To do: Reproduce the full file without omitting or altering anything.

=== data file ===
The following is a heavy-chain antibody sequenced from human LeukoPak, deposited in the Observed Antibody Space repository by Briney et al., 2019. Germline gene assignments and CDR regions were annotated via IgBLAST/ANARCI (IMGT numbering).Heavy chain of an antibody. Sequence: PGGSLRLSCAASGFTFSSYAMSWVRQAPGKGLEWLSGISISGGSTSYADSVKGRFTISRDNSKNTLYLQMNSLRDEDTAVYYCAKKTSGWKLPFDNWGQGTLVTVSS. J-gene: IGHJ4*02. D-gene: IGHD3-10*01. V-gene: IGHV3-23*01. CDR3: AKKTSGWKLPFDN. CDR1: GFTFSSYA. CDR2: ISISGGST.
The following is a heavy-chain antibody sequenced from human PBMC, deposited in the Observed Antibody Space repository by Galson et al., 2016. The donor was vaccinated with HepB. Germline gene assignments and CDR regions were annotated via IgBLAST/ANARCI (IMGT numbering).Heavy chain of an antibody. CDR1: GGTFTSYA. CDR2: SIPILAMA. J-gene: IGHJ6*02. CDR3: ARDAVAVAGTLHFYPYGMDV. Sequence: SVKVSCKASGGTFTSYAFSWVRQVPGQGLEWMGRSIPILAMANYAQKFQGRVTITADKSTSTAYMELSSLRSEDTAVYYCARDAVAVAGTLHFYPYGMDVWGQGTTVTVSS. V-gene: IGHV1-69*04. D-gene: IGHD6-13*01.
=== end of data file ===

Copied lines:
The following is a heavy-chain antibody sequenced from human LeukoPak, deposited in the Observed Antibody Space repository by Briney et al., 2019. Germline gene assignments and CDR regions were annotated via IgBLAST/ANARCI (IMGT numbering).Heavy chain of an antibody. Sequence: PGGSLRLSCAASGFTFSSYAMSWVRQAPGKGLEWLSGISISGGSTSYADSVKGRFTISRDNSKNTLYLQMNSLRDEDTAVYYCAKKTSGWKLPFDNWGQGTLVTVSS. J-gene: IGHJ4*02. D-gene: IGHD3-10*01. V-gene: IGHV3-23*01. CDR3: AKKTSGWKLPFDN. CDR1: GFTFSSYA. CDR2: ISISGGST.
The following is a heavy-chain antibody sequenced from human PBMC, deposited in the Observed Antibody Space repository by Galson et al., 2016. The donor was vaccinated with HepB. Germline gene assignments and CDR regions were annotated via IgBLAST/ANARCI (IMGT numbering).Heavy chain of an antibody. CDR1: GGTFTSYA. CDR2: SIPILAMA. J-gene: IGHJ6*02. CDR3: ARDAVAVAGTLHFYPYGMDV. Sequence: SVKVSCKASGGTFTSYAFSWVRQVPGQGLEWMGRSIPILAMANYAQKFQGRVTITADKSTSTAYMELSSLRSEDTAVYYCARDAVAVAGTLHFYPYGMDVWGQGTTVTVSS. V-gene: IGHV1-69*04. D-gene: IGHD6-13*01.